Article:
Eggs Benedict with Manchego, Tomatoes, & Proscuitto and a Sage Hollandaise Sauce

The key to any delicious eggs benedict is to use quality English muffins. This is the often-overlooked part of the dish, but having a stale or dry or flavorless muffin can really detract from the breakfast as a whole. Here I used Cobblestone Bread Co. Original English Muffins because they are always always moist and won't fall apart into a thousand crumbs once you cut them. Fluffy and airy with a buttery light flavor that holds up on its own, I've yet to find another English muffin that can meet all of those standards. And once you coat the delicious biscuit in all of these deeply flavorful ingredients, you end up with an unforgettable eggs benedict that you'll be craving again and again. (Seriously, as I write this post I am contemplating making them again for my one-person brunch).

Sage Hollandaise Sauce

  • 3 egg yolks
  • 0.25 cup freshly squeezed lemon juice
  • 1 cup unsalted cultured butter, cut into individual tablespoons
  • 0.75 tsp dry rubbed sage
  • 0.25 tsp salt
  • 1 Tbsp water
  1. For the sage hollandaise sauce, whisk the eggs yolks with the water and salt in a small pot for 1 minute. Place the pot over low heat and whisk constantly for 2 minutes. Add the butter, 1 tablespoon at a time, allowing each tablespoon to melt before adding the next, whisking constantly. Once you have only 4 tablespoons of butter left, add a splash of the lemon juice and alternate between adding the lemon juice and butter until all is added and smooth, whisking constantly. Once the sauce has thickened, remove it from heat and continue whisking for 2 minutes. Cover and set it aside.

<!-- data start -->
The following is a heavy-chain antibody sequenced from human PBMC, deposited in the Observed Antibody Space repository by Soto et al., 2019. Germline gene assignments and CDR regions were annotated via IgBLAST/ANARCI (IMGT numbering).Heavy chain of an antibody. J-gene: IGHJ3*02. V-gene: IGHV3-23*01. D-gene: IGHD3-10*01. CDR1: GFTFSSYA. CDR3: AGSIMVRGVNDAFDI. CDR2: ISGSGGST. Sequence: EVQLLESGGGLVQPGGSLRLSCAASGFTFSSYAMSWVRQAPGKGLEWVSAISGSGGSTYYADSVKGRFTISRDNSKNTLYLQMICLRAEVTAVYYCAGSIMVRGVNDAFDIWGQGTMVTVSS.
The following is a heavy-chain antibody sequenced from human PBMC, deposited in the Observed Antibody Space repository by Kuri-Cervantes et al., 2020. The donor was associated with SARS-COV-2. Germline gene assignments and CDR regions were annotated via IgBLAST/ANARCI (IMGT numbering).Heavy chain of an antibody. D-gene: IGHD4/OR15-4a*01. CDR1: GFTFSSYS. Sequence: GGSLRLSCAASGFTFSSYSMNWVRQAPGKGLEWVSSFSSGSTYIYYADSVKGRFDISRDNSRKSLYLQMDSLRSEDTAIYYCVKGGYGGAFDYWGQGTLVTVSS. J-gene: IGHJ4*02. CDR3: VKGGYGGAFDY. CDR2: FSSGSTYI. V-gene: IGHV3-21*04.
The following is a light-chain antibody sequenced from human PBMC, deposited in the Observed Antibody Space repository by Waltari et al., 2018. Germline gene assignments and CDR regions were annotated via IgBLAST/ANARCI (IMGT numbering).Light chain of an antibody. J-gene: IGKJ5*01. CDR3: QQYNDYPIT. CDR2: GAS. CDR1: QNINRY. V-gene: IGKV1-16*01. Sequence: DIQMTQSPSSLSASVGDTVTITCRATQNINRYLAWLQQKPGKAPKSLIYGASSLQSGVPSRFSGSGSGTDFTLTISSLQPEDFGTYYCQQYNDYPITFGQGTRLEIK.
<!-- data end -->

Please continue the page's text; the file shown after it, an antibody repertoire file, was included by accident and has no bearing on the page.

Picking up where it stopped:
Eggs Benedict with Manchego, Tomatoes, & Proscuitto

  • 4 tomato slices
  • 2 Ounce manchego cheese, cut into 4 slices
  • 4 slices prosciutto
  • 2 Cobblestone Bread Co. Original English Muffins, cut in half and toasted
  • splash of white vinegar
  • 4 eggs
  • 4 fresh sage leaves
  1. For the eggs benedict, arrange the cheese, prosciutto, and tomato on each of the English muffins. Set aside. Bring a small pot of water to a boil with a splash of vinegar. Crack open an egg into a small bowl, and use the bowl to drop the egg into the boiling water. Use a spoon to help hold the yolk in the center of the egg white area. Once the egg whites have cooked but the yolk is still wobbly, remove the poached egg with two spoons (the extra support on both sides will help keep the yolk from splitting open) and transfer to one of the English muffins. Repeat with the 3 remaining eggs, then top each one with a generous scoop of the sage hollandaise and serve.

For the full post, visit Adventures in Cooking.

Compensation for this post was provided by Cobblestone Bread Co. via AOL Media. The opinions expressed herein are those of the author and are not indicative of the opinions or positions of Cobblestone Bread Co. or AOL.